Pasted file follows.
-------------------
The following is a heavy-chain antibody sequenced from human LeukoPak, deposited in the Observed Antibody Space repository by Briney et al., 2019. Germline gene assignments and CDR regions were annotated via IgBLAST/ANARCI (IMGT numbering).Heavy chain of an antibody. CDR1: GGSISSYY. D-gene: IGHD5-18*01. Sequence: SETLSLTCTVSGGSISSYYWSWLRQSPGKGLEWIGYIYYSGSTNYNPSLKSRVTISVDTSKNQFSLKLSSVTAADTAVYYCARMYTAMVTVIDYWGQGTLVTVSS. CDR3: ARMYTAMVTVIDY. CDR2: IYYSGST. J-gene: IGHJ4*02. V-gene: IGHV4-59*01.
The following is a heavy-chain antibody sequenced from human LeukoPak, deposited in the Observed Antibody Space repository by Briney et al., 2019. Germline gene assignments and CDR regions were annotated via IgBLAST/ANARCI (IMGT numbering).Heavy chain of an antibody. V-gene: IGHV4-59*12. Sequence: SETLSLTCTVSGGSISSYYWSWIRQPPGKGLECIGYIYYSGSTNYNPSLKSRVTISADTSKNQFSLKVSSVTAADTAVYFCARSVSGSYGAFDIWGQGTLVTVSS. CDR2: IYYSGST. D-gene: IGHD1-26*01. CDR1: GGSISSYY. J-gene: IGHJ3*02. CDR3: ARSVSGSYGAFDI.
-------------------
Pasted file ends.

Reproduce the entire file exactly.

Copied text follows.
The following is a heavy-chain antibody sequenced from human LeukoPak, deposited in the Observed Antibody Space repository by Briney et al., 2019. Germline gene assignments and CDR regions were annotated via IgBLAST/ANARCI (IMGT numbering).Heavy chain of an antibody. CDR1: GGSISSYY. D-gene: IGHD5-18*01. Sequence: SETLSLTCTVSGGSISSYYWSWLRQSPGKGLEWIGYIYYSGSTNYNPSLKSRVTISVDTSKNQFSLKLSSVTAADTAVYYCARMYTAMVTVIDYWGQGTLVTVSS. CDR3: ARMYTAMVTVIDY. CDR2: IYYSGST. J-gene: IGHJ4*02. V-gene: IGHV4-59*01.
The following is a heavy-chain antibody sequenced from human LeukoPak, deposited in the Observed Antibody Space repository by Briney et al., 2019. Germline gene assignments and CDR regions were annotated via IgBLAST/ANARCI (IMGT numbering).Heavy chain of an antibody. V-gene: IGHV4-59*12. Sequence: SETLSLTCTVSGGSISSYYWSWIRQPPGKGLECIGYIYYSGSTNYNPSLKSRVTISADTSKNQFSLKVSSVTAADTAVYFCARSVSGSYGAFDIWGQGTLVTVSS. CDR2: IYYSGST. D-gene: IGHD1-26*01. CDR1: GGSISSYY. J-gene: IGHJ3*02. CDR3: ARSVSGSYGAFDI.